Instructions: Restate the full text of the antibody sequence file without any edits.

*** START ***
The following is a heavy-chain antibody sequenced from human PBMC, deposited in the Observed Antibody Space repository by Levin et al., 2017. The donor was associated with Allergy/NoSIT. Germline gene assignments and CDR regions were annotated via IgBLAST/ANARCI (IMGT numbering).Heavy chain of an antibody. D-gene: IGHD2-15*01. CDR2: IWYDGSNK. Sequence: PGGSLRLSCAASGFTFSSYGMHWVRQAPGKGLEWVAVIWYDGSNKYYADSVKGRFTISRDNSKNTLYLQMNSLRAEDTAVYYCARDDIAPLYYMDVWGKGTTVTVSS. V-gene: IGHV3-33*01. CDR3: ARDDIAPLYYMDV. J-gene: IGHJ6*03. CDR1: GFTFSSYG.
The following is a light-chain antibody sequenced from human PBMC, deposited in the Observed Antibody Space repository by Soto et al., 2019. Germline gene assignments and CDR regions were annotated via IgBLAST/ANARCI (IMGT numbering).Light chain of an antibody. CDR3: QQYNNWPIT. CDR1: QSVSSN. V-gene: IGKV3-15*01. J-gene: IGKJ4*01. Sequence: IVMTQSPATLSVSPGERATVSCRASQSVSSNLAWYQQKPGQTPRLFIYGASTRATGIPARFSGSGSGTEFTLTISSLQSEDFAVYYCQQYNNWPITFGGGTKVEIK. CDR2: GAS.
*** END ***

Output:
The following is a heavy-chain antibody sequenced from human PBMC, deposited in the Observed Antibody Space repository by Levin et al., 2017. The donor was associated with Allergy/NoSIT. Germline gene assignments and CDR regions were annotated via IgBLAST/ANARCI (IMGT numbering).Heavy chain of an antibody. D-gene: IGHD2-15*01. CDR2: IWYDGSNK. Sequence: PGGSLRLSCAASGFTFSSYGMHWVRQAPGKGLEWVAVIWYDGSNKYYADSVKGRFTISRDNSKNTLYLQMNSLRAEDTAVYYCARDDIAPLYYMDVWGKGTTVTVSS. V-gene: IGHV3-33*01. CDR3: ARDDIAPLYYMDV. J-gene: IGHJ6*03. CDR1: GFTFSSYG.
The following is a light-chain antibody sequenced from human PBMC, deposited in the Observed Antibody Space repository by Soto et al., 2019. Germline gene assignments and CDR regions were annotated via IgBLAST/ANARCI (IMGT numbering).Light chain of an antibody. CDR3: QQYNNWPIT. CDR1: QSVSSN. V-gene: IGKV3-15*01. J-gene: IGKJ4*01. Sequence: IVMTQSPATLSVSPGERATVSCRASQSVSSNLAWYQQKPGQTPRLFIYGASTRATGIPARFSGSGSGTEFTLTISSLQSEDFAVYYCQQYNNWPITFGGGTKVEIK. CDR2: GAS.